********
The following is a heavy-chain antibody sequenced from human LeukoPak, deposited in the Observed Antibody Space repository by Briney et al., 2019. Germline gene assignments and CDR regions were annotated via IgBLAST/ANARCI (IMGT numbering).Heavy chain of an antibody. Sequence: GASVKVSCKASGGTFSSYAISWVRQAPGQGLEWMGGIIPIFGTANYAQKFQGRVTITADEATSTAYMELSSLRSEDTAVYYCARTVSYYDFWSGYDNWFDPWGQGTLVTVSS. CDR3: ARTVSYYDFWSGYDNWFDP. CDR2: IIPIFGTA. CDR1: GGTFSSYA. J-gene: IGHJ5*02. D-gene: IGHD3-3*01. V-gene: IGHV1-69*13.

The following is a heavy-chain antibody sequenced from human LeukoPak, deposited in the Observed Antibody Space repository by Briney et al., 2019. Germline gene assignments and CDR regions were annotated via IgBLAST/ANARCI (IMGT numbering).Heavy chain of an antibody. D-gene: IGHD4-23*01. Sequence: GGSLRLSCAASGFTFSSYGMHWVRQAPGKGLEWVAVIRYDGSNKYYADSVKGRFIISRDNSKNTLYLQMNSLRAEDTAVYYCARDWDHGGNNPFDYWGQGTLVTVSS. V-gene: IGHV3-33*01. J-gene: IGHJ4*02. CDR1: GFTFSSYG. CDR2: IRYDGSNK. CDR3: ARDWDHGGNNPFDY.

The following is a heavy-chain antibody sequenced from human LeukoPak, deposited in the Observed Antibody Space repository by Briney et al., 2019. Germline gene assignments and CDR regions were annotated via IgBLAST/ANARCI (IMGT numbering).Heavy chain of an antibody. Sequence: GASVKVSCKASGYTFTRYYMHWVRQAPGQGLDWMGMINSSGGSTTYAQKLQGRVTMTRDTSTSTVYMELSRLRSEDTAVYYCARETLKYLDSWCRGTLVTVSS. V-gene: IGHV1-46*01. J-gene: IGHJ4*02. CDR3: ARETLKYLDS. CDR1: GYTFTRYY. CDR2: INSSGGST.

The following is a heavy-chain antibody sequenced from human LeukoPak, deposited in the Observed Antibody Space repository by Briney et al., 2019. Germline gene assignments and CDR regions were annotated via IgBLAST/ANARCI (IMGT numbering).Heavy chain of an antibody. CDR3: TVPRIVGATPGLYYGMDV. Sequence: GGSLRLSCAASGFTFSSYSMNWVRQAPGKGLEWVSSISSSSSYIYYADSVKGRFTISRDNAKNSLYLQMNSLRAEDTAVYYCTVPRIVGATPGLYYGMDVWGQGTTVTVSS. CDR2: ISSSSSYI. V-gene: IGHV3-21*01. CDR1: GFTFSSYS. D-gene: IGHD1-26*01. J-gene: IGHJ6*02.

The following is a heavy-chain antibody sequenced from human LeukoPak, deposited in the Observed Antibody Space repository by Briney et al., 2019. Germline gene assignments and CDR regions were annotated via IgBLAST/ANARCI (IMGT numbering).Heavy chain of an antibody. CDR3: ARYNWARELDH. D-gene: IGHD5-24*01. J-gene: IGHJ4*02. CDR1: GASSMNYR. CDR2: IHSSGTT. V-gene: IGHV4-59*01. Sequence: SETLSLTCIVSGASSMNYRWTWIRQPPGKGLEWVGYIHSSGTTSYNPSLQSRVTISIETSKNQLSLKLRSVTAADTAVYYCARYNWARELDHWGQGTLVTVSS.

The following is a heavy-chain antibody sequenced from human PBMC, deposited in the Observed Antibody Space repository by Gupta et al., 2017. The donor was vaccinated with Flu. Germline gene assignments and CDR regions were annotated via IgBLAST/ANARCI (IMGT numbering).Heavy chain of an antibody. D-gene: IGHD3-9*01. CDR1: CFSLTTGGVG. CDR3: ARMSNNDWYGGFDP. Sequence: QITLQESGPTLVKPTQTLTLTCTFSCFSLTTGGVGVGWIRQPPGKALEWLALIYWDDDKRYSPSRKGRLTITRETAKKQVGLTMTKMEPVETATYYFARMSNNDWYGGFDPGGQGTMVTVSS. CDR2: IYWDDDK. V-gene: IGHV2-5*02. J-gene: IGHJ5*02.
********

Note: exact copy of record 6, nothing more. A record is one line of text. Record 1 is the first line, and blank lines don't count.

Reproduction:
The following is a heavy-chain antibody sequenced from human PBMC, deposited in the Observed Antibody Space repository by Gupta et al., 2017. The donor was vaccinated with Flu. Germline gene assignments and CDR regions were annotated via IgBLAST/ANARCI (IMGT numbering).Heavy chain of an antibody. D-gene: IGHD3-9*01. CDR1: CFSLTTGGVG. CDR3: ARMSNNDWYGGFDP. Sequence: QITLQESGPTLVKPTQTLTLTCTFSCFSLTTGGVGVGWIRQPPGKALEWLALIYWDDDKRYSPSRKGRLTITRETAKKQVGLTMTKMEPVETATYYFARMSNNDWYGGFDPGGQGTMVTVSS. CDR2: IYWDDDK. V-gene: IGHV2-5*02. J-gene: IGHJ5*02.